The concrete balustrade railing bridge design was abandoned for a new steel stringer design which began the use of R4 railings. The very first bridges built with R4 railings on them were constructed in 1932 and possibly 1933. These first bridges are unique and demonstrate the transition that was being made. These bridges contain R4 railings, but yet still feature a concrete encasement on the fascia beams as seen in the concrete balustrade plan bridges. The Berry Road Bridge is an exceedingly rare example of this transition design, which also is the oldest known. As early as 1934 however the concrete encasement was no longer being used, and never would be again on Michigan steel stringer bridges. This rare bridge design documents what appears to be the earliest example of the R4 railing design.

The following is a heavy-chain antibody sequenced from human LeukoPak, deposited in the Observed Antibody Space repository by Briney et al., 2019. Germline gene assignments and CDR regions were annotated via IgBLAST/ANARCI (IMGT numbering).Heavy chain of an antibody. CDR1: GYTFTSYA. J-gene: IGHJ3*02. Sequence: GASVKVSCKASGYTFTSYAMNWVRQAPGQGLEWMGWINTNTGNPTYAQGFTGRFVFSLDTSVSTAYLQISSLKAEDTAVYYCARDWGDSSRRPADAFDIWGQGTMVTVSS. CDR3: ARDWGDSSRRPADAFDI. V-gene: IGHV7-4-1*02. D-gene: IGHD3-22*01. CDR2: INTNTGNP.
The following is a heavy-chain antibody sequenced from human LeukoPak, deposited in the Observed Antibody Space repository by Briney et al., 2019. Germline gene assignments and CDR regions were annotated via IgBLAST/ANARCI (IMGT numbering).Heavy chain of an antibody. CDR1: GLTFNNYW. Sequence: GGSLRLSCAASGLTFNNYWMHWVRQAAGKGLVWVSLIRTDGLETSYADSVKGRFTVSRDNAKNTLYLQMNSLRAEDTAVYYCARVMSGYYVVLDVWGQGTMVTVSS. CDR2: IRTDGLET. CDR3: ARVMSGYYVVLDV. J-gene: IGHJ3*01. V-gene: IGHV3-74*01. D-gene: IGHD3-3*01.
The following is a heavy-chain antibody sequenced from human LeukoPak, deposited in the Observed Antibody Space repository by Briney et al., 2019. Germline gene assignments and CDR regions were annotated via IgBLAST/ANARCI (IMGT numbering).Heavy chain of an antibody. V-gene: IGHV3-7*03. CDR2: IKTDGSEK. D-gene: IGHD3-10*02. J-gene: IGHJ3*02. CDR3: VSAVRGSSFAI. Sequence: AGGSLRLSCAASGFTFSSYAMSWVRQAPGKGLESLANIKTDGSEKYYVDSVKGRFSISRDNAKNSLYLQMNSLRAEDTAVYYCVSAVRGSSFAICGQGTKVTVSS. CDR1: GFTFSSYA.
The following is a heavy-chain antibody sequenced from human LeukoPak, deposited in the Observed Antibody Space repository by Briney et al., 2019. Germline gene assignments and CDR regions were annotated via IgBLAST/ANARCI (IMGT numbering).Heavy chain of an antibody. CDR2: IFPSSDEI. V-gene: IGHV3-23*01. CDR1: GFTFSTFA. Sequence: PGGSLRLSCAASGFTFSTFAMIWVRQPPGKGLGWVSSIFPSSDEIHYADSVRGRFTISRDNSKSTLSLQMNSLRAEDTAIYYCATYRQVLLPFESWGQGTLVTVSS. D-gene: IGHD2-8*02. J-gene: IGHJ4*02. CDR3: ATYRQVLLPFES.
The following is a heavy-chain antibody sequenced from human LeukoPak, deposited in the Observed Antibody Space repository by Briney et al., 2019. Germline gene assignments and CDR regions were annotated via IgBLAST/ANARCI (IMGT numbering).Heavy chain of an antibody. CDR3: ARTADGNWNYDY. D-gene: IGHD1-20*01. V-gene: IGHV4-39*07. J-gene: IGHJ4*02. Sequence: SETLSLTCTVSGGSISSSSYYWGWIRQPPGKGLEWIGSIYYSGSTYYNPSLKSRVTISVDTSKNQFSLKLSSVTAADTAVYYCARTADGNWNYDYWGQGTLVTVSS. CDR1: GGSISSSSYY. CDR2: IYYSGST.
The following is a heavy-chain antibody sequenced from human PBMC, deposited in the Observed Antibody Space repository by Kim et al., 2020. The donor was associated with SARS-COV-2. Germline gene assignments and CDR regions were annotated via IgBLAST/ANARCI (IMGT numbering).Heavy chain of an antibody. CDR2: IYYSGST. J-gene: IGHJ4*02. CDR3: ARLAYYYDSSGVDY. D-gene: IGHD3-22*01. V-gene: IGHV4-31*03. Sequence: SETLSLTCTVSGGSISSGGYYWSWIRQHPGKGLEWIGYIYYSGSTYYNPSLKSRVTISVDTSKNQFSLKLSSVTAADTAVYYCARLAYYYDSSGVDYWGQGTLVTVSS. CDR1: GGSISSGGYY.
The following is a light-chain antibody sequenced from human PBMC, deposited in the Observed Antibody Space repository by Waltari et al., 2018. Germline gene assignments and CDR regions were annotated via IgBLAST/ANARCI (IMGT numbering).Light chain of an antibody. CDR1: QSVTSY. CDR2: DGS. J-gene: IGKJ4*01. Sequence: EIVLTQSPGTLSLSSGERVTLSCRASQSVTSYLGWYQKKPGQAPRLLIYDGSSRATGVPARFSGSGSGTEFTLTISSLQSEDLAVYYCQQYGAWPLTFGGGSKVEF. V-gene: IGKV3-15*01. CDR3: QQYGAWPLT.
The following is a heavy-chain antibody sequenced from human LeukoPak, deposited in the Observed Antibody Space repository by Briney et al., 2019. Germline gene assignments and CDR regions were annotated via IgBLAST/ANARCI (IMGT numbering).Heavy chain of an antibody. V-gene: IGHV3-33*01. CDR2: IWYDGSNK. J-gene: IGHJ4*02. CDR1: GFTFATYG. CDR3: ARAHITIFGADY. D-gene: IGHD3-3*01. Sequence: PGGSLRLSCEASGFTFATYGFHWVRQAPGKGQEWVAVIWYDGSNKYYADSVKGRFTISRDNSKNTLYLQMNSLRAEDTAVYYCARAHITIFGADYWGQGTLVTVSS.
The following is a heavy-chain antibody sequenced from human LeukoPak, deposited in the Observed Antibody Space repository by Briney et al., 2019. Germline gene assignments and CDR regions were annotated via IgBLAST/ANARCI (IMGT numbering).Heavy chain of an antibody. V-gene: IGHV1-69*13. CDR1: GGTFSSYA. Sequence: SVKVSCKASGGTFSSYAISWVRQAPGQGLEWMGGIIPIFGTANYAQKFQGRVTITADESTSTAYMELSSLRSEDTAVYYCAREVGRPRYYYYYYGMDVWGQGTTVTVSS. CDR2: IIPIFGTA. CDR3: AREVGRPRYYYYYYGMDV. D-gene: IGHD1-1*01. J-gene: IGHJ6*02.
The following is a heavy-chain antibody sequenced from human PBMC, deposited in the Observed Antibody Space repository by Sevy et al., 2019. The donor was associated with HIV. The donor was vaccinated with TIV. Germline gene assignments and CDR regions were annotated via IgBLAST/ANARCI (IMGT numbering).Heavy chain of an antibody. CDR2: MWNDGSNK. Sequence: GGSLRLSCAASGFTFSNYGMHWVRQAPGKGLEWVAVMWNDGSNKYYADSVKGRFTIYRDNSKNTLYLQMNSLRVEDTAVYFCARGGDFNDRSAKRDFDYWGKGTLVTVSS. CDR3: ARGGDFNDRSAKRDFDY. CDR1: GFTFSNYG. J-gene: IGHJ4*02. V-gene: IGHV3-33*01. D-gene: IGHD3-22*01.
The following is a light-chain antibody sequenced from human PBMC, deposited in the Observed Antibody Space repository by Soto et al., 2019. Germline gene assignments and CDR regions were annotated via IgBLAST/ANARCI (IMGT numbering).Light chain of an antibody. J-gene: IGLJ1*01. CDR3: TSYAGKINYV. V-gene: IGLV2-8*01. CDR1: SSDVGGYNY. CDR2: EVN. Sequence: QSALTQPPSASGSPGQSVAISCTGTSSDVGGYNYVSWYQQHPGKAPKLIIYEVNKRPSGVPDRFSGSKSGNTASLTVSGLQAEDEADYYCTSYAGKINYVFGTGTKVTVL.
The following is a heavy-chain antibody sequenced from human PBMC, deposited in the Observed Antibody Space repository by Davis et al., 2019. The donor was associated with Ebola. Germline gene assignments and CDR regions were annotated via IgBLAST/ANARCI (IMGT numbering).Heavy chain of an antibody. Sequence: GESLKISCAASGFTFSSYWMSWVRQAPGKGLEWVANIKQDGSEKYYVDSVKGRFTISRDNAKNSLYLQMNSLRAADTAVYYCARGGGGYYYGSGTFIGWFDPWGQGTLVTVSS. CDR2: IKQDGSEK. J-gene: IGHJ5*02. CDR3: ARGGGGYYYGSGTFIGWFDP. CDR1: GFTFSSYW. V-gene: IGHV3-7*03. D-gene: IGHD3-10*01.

The R4 railing design did not stay confined to individual standard plans for steel stringer bridges however, and almost immediately was adopted as a railing design that could be applied to anything, from railroad overpasses, to rigid frame bridges, as well as continuing to be used on steel stringer bridges. This became the destiny of the R4 railing: the railing that could be used for anything. It is worth noting however that although R4 railings quickly became the most popular railing for bridge construction in Michigan by far, a number of additional standard railing plans existed in Michigan alongside the R4 standard and were used as well.